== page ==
Human beings are vertebrates, this means that we belong to the species of mammals that have a backbone, a detail that has allowed us to evolve in an outstanding way, move around the world and adapt to the most diverse environments and environments.
We are born with a certain number of vertebrae, but when we reach adulthood the number is reduced due to the welding of two important bones located in our spine. Do you want to know more? Keep reading because we explain how many vertebrae we have, what they are and what function they perform.
Adults have 24 vertebrae
All human beings are born with 33 vertebrae:
- 7 cervical vertebrae, from C1 to C7.
- 12 thoracic vertebrae, from T1 to T12
- 5 lumbar vertebrae, from L1 to L5
- 5 sacral vertebrae, S1 to S5
- 4 vertebrae in the coccyx, Co1 to Co4
However, when we reach adulthood we will have 24 vertebrae, where did the other 9 go? As it turns out, the 5 vertebrae of the sacrum and the 4 of the coccyx will end up being welded to form the bones of the sacrum and coccyx, leaving only 24 movable and independent vertebrae in our spine.
What are the vertebrae for?
The vertebrae are essential for our correct movement, so each of them has a certain independent movement that allows us to move, turn the head or perform certain actions depending on the region in which they are located. By zone, its function is:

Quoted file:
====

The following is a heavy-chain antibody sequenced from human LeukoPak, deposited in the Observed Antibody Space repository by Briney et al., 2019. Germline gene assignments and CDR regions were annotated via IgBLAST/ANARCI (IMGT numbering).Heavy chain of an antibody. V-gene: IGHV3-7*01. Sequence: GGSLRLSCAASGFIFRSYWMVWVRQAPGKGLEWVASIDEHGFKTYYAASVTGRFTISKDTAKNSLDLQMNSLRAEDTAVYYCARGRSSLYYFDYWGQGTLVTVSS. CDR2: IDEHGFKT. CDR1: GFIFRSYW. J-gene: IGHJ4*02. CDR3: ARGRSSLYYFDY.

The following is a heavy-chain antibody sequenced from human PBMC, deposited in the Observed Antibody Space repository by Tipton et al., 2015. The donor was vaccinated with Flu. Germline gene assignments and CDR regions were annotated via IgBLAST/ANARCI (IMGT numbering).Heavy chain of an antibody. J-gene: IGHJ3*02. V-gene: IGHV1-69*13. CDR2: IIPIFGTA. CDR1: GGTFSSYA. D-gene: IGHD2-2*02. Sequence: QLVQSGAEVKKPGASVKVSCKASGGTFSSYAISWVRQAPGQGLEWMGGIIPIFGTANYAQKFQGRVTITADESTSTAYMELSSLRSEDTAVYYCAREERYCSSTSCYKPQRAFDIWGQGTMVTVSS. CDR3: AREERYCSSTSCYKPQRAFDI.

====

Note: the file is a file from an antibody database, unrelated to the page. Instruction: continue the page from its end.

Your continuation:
Numbered from C1 to C7, they are the vertebrae located in our neck, therefore they are in charge of allowing the movement of this area to the left, right, up and down, guaranteeing that our head can also move. This area is prone to loading due to tension and incorrect posture, which affects our spinal health.
If you usually suffer from these discomforts, in our article how to relax the cervical we give you tips to keep them in perfect condition.
They are articulated with the rib cage which makes them have limited movement between them, however they are basic to allow the rotation of our torso. They are articulated with the head of the ribs and the rib tubercle to guarantee adequate movement of the area.
They support part of the weight of our upper body and are in charge of creating the concave curvature found at the end of our spine. They mainly allow the movement of forward flexion and extension of our torso, also thanks to them we can flex this area laterally and also rotate it slightly.
A bad movement, an inadequate posture or carrying a lot of weight can cause significant pain in the lower back, so it is necessary to take care of this area properly to prevent discomfort that limits our movement.